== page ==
Good morning and welcome to the last four days of the A to Z Challenge for 2015. It’s been a great experience, and I’ve met some wonderful authors and bloggers along the way.There’s a certain amount of sadness I find when you come near the end of something you’ve enjoyed, especially when I’m nearing the end of a book which is why writing the Harvester series is such a unique and wonderful experience for me. I’ve written books where characters make a return appearance, and, In Holiday Magic and The Perfect Choice, I wrote in the same time frame with the same four basic main characters, but with the POV changed in each one. I took that, one step farther in what I can now call my white flower series.
Today, W is for White–the color not the race. Actually, as my seven year old granddaughter is quick to point out each time I say it, white isn’t a color, it’s all the colors together that make up light. Pretty smart cookie, right? She’s quick to point out that you can’t make white by mixing all the other colors together again though.
Colors have long since had not only a literal meaning but a figurative one.Look at roses for example. Yellow means friendship, red means love, and purple means mysterious, while white stands for purity and innocence. How many people remember the original Lone Ranger? On black and white television sets, he was dressed in white.–seriously how practical a color was that? If you’ve ever dressed a child in white and then gone anywhere, you know they get dirty in seconds–child HA! I can do it too. I learned long ago that I could handle white shirts, but I stay as far away as I can get from white pants.
White also represents good. We see angels in white and demons in black. I’d originally chosen different titles for my Harvester series, and it was my publisher who suggested focusing on the symbolism in the first book and creating a unified series with it.
In book one, The White Carnation, currently available (Buy links are on my website http://www.mhsusannematthews.ca/ ) the main character, Faye, receives a single white carnation roughly every three months from what she believes to be a secret admirer. The flowers, in a mini vase,and tied by a beautiful, lacy pastel rainbow-colored ribbon brighten what otherwise has been a miserable year. She’s lost her coveted job as a crime reporter and the man she thought to marry because someone, probably him, betrayed her. She believes the flowers may be from a shy coworker, so she doesn’t suspect a stalker. Why would she? She’s nobody now. When she brings the latest flower to give to a friend and finds that friend dead, the spotless carnation falls from her hand and the blood stains the petals, an omen that things are about to change for the worse.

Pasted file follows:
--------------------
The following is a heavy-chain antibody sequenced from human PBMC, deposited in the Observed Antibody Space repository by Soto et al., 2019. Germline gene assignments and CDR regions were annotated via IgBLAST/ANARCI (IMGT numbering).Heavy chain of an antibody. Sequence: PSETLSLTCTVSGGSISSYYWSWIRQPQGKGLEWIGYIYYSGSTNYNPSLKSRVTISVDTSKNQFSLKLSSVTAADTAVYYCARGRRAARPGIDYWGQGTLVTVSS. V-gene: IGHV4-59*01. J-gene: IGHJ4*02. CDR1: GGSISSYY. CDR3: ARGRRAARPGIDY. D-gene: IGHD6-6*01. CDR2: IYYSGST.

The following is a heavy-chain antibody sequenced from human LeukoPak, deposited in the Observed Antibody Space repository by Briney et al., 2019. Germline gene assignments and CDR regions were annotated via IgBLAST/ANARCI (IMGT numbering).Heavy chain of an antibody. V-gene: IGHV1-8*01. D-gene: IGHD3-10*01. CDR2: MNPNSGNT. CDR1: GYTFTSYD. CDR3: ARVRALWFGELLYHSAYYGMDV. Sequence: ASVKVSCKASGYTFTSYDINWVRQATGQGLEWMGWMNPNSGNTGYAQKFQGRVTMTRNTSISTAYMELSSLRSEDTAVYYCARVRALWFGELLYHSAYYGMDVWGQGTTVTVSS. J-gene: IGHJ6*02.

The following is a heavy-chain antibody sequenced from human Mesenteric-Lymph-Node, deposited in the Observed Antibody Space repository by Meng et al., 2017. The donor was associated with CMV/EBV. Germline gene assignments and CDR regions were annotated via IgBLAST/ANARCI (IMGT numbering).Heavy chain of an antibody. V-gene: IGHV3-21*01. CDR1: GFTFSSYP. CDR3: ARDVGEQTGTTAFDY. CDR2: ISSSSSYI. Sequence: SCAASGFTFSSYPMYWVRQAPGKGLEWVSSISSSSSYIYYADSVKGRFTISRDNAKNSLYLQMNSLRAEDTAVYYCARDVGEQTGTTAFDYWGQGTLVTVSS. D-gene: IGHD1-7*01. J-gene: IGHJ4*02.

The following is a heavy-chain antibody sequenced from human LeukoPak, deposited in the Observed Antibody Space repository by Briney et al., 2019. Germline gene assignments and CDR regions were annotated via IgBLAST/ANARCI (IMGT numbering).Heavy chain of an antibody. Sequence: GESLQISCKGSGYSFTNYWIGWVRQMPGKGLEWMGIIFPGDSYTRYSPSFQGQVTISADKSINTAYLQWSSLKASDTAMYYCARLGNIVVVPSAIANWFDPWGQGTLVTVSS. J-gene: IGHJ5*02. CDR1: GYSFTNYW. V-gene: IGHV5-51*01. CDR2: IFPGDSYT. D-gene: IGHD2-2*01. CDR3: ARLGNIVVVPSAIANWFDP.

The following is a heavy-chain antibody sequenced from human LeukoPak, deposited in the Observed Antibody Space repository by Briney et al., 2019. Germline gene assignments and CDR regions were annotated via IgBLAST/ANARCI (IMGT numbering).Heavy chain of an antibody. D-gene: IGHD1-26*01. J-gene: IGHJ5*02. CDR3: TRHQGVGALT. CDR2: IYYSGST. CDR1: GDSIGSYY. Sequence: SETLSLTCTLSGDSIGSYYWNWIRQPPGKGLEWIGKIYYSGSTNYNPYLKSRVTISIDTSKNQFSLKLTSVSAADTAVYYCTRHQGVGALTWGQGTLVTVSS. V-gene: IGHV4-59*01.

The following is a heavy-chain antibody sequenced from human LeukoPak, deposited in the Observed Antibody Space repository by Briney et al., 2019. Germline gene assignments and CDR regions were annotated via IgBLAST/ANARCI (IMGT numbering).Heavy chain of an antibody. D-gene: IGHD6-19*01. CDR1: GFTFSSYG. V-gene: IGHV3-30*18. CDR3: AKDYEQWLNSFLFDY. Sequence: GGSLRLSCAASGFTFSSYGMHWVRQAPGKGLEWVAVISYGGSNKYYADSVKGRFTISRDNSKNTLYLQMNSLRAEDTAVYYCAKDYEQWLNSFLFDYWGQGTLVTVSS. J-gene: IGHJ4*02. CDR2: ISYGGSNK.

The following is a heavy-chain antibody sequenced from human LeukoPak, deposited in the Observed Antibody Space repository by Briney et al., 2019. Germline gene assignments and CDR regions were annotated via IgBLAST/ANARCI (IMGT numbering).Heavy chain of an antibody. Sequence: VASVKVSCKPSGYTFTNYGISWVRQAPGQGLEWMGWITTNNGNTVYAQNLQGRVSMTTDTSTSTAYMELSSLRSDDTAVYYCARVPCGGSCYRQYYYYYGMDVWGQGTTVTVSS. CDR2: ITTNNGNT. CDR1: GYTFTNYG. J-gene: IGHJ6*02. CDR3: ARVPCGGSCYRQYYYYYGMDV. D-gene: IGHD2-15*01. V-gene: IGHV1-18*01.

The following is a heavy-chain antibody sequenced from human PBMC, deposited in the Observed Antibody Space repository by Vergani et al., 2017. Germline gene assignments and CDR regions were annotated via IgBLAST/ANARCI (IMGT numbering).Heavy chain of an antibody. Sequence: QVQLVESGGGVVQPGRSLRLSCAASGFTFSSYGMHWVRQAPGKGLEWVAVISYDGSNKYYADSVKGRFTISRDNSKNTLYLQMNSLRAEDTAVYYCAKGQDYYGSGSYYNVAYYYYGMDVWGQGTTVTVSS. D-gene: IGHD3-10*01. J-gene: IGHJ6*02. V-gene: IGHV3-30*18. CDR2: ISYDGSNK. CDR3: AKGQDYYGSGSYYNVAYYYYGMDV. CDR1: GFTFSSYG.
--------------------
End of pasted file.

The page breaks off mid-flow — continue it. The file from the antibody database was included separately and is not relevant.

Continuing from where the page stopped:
While the hero, Rob, and the heroine Faye, get their happily ever after at the end of book one, the plot isn’t resolved. In book 2, two new main characters join the others in search of the Harvester. Rob and Faye are still part of the story, but they are secondary characters. As a detective, Rob features more prominently than Faye, but it is her knowledge and expertise that Jacob needs to understand how New Horizon has changed. The White Lily follows BAU special agent Lilith Munroe in her search for the Harvester and a niece lost to her fifteen years ago when the child’s mother was part of a cult’s mass suicide. Now, considered an expert on cults, Lilith partners with Jacob Andrews, the Prophet’s nephew to bring him down before he can set his ultimate plan in motion. Brought together by a vicious kidnapper-killer whose signature is a bouquet of flowers containing white lilies, the couple must overcome their own personal demons as the search for a man who is evil personified. The White Lily will be available in October.
Jacob and Lilith will get a happy for now in book two that will become a happily ever after in book 3, The White Iris. But this time, they’ll be joined by another heroine who will help Trevor Clark, the hard working BAU team leader take down the man who’d kill millions in his delusional belief he’s doing what the Creator wants him to do. All those touched by evil will get their just rewards as this book wraps up the series. The White Iris will be available in late December.
So there you have it: my white flower series. W is for White, but in my books, it doesn’t stand for innocence.
Now, go to
http://www.a-to-zchallenge.com/p/a-to-z-challenge-sign-uplist-2015.html and check out more W blogs.